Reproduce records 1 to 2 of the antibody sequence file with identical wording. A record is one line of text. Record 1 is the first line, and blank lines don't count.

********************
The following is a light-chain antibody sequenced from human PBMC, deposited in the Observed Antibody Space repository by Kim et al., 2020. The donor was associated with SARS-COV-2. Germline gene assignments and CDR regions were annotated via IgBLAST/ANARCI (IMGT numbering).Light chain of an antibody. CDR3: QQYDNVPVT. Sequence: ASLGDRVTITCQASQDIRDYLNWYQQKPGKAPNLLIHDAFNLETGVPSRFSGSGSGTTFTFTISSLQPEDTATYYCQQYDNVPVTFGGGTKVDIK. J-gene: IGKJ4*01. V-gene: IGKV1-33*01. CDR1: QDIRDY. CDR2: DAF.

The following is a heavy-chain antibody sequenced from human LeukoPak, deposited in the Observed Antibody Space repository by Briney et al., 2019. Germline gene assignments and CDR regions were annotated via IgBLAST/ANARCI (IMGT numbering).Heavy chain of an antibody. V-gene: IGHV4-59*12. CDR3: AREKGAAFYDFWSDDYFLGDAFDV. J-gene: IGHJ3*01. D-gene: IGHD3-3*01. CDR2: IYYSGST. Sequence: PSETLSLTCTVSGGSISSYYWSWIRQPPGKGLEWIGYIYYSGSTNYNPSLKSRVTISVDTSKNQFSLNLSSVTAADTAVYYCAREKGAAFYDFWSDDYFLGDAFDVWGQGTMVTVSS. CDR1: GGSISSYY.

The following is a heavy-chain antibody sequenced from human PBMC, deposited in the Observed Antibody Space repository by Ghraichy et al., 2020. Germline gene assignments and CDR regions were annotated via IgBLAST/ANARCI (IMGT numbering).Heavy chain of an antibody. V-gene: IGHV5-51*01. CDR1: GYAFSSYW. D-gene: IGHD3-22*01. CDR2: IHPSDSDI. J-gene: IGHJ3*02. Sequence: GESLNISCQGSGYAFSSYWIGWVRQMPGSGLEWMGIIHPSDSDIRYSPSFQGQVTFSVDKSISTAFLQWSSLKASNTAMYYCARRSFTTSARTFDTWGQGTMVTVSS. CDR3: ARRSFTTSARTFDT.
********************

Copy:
The following is a light-chain antibody sequenced from human PBMC, deposited in the Observed Antibody Space repository by Kim et al., 2020. The donor was associated with SARS-COV-2. Germline gene assignments and CDR regions were annotated via IgBLAST/ANARCI (IMGT numbering).Light chain of an antibody. CDR3: QQYDNVPVT. Sequence: ASLGDRVTITCQASQDIRDYLNWYQQKPGKAPNLLIHDAFNLETGVPSRFSGSGSGTTFTFTISSLQPEDTATYYCQQYDNVPVTFGGGTKVDIK. J-gene: IGKJ4*01. V-gene: IGKV1-33*01. CDR1: QDIRDY. CDR2: DAF.

The following is a heavy-chain antibody sequenced from human LeukoPak, deposited in the Observed Antibody Space repository by Briney et al., 2019. Germline gene assignments and CDR regions were annotated via IgBLAST/ANARCI (IMGT numbering).Heavy chain of an antibody. V-gene: IGHV4-59*12. CDR3: AREKGAAFYDFWSDDYFLGDAFDV. J-gene: IGHJ3*01. D-gene: IGHD3-3*01. CDR2: IYYSGST. Sequence: PSETLSLTCTVSGGSISSYYWSWIRQPPGKGLEWIGYIYYSGSTNYNPSLKSRVTISVDTSKNQFSLNLSSVTAADTAVYYCAREKGAAFYDFWSDDYFLGDAFDVWGQGTMVTVSS. CDR1: GGSISSYY.